Prejudice and Pragmatism: The Commercial Architect in the Development of Postwar London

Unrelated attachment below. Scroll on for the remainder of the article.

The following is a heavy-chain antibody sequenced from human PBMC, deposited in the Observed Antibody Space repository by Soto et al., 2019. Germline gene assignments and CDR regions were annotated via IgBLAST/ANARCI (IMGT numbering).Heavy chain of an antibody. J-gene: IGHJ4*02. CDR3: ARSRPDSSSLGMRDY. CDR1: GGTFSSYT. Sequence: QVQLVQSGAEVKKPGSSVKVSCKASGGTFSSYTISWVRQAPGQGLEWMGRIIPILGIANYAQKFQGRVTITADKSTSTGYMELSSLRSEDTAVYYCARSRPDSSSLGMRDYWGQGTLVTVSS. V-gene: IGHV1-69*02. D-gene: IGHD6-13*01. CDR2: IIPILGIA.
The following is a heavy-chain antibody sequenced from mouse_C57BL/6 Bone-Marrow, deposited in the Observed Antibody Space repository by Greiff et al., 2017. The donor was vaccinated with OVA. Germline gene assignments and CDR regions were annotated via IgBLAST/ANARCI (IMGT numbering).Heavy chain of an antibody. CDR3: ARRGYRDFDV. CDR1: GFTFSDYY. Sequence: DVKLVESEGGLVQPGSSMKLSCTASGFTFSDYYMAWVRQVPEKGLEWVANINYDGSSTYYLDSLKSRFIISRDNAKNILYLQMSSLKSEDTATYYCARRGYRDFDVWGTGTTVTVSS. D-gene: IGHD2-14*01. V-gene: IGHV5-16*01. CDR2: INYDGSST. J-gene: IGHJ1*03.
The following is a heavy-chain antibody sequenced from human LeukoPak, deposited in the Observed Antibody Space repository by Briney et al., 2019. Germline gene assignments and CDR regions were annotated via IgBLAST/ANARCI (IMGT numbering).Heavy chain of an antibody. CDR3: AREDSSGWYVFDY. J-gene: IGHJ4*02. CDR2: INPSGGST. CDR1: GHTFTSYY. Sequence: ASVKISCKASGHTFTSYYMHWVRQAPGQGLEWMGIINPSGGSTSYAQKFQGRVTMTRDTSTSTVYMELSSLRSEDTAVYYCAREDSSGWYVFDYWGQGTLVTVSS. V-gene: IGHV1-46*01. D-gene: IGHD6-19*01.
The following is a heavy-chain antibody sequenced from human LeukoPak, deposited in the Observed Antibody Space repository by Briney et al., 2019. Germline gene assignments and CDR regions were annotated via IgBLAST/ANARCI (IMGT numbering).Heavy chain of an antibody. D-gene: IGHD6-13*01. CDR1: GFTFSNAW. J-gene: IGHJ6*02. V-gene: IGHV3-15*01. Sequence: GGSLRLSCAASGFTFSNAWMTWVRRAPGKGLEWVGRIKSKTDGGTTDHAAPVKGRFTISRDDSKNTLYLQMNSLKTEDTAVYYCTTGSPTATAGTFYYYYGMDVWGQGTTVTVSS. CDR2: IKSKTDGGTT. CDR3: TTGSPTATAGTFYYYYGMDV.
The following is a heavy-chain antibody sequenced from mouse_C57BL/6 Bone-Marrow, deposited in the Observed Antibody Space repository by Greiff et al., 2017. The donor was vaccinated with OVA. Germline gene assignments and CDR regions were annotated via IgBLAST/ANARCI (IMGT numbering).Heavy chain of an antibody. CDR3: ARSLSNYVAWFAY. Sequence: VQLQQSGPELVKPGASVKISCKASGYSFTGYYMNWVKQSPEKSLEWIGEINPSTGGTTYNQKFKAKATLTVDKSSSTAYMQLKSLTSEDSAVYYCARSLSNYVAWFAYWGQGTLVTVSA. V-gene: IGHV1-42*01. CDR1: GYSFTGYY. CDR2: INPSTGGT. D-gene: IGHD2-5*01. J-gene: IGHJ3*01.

Much of the history of London’s development in the postwar period has focused on the output of the architectural avant-garde. In particular, historians have examined the influence of European discussions of urban planning, housing, and public building on the reconstruction of the capital, and the extent to which approaches adopted by British architects were commensurate with the postwar ideological formulation of the welfare state. During this period, an extraordinarily high number of architects—roughly half at its peak—worked for the state. The international renown of many of these practitioners has ensured that this state-sponsored work has been well documented. But what of the other half?